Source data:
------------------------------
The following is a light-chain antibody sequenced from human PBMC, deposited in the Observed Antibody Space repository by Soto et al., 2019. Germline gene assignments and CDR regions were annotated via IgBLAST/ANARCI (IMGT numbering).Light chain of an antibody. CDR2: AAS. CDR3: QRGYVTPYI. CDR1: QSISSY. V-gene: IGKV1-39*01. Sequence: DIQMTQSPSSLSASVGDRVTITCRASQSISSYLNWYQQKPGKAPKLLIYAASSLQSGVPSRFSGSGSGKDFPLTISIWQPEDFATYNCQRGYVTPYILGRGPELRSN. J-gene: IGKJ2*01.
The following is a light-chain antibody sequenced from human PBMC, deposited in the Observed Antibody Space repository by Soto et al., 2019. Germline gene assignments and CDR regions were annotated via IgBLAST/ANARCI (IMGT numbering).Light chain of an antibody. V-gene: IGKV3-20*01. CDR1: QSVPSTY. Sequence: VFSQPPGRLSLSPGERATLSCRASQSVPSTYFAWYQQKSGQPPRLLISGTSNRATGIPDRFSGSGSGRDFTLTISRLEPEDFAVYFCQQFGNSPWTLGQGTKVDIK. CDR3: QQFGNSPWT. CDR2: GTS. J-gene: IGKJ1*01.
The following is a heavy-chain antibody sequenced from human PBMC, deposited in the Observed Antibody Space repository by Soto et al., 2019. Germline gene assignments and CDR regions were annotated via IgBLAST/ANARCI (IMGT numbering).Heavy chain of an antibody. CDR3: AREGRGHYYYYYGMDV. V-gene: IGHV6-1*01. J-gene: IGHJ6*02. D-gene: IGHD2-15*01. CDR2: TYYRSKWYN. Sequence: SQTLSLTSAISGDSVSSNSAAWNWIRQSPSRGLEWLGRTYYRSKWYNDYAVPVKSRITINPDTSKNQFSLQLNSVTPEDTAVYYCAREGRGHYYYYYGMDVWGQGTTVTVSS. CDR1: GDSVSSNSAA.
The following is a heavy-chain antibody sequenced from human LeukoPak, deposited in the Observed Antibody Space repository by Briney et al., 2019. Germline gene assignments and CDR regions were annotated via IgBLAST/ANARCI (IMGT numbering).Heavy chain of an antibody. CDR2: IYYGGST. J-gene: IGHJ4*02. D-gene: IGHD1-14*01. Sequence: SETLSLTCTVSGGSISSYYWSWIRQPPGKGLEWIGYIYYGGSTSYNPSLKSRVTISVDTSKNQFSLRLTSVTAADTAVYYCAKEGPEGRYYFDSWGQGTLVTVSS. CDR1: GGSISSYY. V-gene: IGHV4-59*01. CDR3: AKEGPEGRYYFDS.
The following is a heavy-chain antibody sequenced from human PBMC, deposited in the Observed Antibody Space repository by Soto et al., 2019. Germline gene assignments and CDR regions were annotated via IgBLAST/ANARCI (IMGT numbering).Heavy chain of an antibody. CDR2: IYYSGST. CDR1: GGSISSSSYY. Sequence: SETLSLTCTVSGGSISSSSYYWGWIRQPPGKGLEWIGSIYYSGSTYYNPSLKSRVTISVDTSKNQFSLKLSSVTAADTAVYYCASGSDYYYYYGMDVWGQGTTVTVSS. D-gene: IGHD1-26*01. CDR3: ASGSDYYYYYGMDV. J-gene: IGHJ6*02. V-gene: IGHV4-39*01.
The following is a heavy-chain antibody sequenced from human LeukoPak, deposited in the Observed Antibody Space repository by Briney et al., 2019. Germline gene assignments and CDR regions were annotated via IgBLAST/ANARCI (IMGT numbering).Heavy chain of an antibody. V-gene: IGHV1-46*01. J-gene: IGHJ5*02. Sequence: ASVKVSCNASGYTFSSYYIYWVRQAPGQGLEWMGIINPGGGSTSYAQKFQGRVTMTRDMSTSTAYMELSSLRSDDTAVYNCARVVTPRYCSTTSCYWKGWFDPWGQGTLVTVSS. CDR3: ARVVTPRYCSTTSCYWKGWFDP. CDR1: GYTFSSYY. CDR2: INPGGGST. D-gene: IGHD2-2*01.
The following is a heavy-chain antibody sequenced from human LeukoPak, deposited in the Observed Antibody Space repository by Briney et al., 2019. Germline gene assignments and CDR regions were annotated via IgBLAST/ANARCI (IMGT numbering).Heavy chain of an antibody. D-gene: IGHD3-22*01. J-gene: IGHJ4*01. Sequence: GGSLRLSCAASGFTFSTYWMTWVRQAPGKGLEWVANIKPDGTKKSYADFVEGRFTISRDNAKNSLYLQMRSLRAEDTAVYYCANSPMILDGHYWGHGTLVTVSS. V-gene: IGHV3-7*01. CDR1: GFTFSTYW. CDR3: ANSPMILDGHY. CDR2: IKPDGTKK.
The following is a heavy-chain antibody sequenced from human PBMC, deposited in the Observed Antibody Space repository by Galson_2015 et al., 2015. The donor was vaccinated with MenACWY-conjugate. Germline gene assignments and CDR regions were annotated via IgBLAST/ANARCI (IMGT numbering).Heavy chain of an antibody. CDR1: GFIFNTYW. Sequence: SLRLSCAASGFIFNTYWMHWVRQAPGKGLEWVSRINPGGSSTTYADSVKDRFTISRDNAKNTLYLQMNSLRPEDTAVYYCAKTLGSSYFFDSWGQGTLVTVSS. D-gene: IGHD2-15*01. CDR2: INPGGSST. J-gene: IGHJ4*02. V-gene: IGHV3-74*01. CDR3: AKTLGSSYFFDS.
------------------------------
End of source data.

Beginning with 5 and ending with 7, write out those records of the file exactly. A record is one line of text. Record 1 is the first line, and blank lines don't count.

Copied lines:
The following is a heavy-chain antibody sequenced from human PBMC, deposited in the Observed Antibody Space repository by Soto et al., 2019. Germline gene assignments and CDR regions were annotated via IgBLAST/ANARCI (IMGT numbering).Heavy chain of an antibody. CDR2: IYYSGST. CDR1: GGSISSSSYY. Sequence: SETLSLTCTVSGGSISSSSYYWGWIRQPPGKGLEWIGSIYYSGSTYYNPSLKSRVTISVDTSKNQFSLKLSSVTAADTAVYYCASGSDYYYYYGMDVWGQGTTVTVSS. D-gene: IGHD1-26*01. CDR3: ASGSDYYYYYGMDV. J-gene: IGHJ6*02. V-gene: IGHV4-39*01.
The following is a heavy-chain antibody sequenced from human LeukoPak, deposited in the Observed Antibody Space repository by Briney et al., 2019. Germline gene assignments and CDR regions were annotated via IgBLAST/ANARCI (IMGT numbering).Heavy chain of an antibody. V-gene: IGHV1-46*01. J-gene: IGHJ5*02. Sequence: ASVKVSCNASGYTFSSYYIYWVRQAPGQGLEWMGIINPGGGSTSYAQKFQGRVTMTRDMSTSTAYMELSSLRSDDTAVYNCARVVTPRYCSTTSCYWKGWFDPWGQGTLVTVSS. CDR3: ARVVTPRYCSTTSCYWKGWFDP. CDR1: GYTFSSYY. CDR2: INPGGGST. D-gene: IGHD2-2*01.
The following is a heavy-chain antibody sequenced from human LeukoPak, deposited in the Observed Antibody Space repository by Briney et al., 2019. Germline gene assignments and CDR regions were annotated via IgBLAST/ANARCI (IMGT numbering).Heavy chain of an antibody. D-gene: IGHD3-22*01. J-gene: IGHJ4*01. Sequence: GGSLRLSCAASGFTFSTYWMTWVRQAPGKGLEWVANIKPDGTKKSYADFVEGRFTISRDNAKNSLYLQMRSLRAEDTAVYYCANSPMILDGHYWGHGTLVTVSS. V-gene: IGHV3-7*01. CDR1: GFTFSTYW. CDR3: ANSPMILDGHY. CDR2: IKPDGTKK.